Apple was asked to do something it had not done before: to write a new software which would have been disseminated to the general public as an iOS software upgrade, in order to unlock an iPhone which may or may not hold information the Bureau needs. If Apple lost a court case or simply agreed to write the code for the FBI, this would established a precedent – breaking new ground. It would signal that companies can be compelled by the state to update existing operating systems in order to grant national security agencies easy access. Consequently, Apple does not have a strong legal basis to deny another government request – even if it may seem unreasonable. As The Economist argues, “If the capacity to unlock an iPhones exists, so will the temptation for the authorities to use it repeatedly.” Furthermore, it is important to remember that Apple has other governments, besides that of the United States’, that it must answer to. This may jeopardize the lives and liberties of innocent people in countries with governments less concerned with such issues. Overall, if it had done it once, Apple could find it hard to resist the legal pressures in the future.
The second issue – perhaps the more important one – is whether or not the tradeoff at hand is worth the risk. Unlocking the device may tip the Government towards potential terror networks that are linked to Farook. However, the information on the phone is unknown; the information can either help the investigation or serve no use to the FBI. On the other hand, it also has the potential to cause a cyber-security nightmare. The “skeleton key” Apple writes could potentially fall into the hands of hackers who can unlock other devices by modifying the code to suit their purpose. Therefore, the tradeoff here really, is the cybersecurity of everyone vs. the Bureau’s ability of investigate a specific crime. And with that being said, Apple’s decision to contest the Government on those grounds are justifiable. Security experts point out – and we must remember – that what works for the good guys (presumably the FBI in this case), can also work of the “bad guys” too. Or as Apple puts it: “Once the information is known, or a way to bypass the code is revealed, the encryption can be defeated by anyone with that knowledge.” In this day and age, security does not just mean protecting people from terrorism, but also warding off the threat of cyber criminals and espionage agencies of governments with malicious intents. The fundamental point the Bureau fails to grasp is the fact that weakening security for the police’s benefit inevitably weakens the whole system for everyone.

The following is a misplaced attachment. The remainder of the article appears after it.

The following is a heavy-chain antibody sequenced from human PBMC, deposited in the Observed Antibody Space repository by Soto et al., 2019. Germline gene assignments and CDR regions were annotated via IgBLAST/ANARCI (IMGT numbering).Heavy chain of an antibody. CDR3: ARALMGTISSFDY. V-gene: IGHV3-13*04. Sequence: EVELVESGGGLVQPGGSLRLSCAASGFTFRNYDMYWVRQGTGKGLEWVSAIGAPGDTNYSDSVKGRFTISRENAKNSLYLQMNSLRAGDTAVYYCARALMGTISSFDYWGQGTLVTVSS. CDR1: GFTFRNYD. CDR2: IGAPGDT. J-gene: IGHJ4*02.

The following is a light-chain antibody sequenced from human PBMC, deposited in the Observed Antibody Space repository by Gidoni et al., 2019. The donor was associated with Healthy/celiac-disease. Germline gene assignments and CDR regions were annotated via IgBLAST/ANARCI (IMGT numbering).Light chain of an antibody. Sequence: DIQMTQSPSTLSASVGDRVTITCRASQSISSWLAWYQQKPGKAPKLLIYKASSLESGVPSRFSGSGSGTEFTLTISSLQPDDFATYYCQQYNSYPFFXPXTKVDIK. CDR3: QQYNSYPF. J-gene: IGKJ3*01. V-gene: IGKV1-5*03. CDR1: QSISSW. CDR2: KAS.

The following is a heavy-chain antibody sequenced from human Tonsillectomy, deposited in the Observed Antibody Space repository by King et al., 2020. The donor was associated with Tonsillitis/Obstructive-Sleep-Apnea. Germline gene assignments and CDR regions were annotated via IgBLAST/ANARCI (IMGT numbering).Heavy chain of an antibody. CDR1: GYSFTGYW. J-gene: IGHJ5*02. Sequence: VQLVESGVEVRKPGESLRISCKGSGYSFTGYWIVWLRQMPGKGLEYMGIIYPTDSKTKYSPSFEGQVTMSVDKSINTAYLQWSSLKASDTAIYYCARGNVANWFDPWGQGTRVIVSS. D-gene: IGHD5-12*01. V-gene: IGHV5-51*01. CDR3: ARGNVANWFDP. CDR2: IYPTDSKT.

Since unlocking Farook’s phone, the FBI has not released a lot of information regarding the method they used or the contents of the phone. Despite this, the “cold war” between Apple and the Government continues on and is probably escalating. The Bureau will now help other law enforcement agencies unlock the iPhones of suspected criminals according to recent reports. On the other hand, Apple will not be writing the necessary software to bypass an iPhone’s security measures – and rightly so. In this case, Apple must continue to hold its ground. The company does cooperate with law enforcement agencies when appropriate. However, considering the Bureau’s high demands, it took the right steps in challenging “an overreach by the U.S. government”. True, Apple should not be able pick and choose which orders from law enforcement it wants to comply with but, the company’s fight against the U.S. government is in the best interest of the society. As long as it remains that way, Apple is ultimately right. And as their consumers, we too must voice our concerns not only in the interest of our own cybersecurity, but to help push technology law forward as well. At the end of the day we must remember…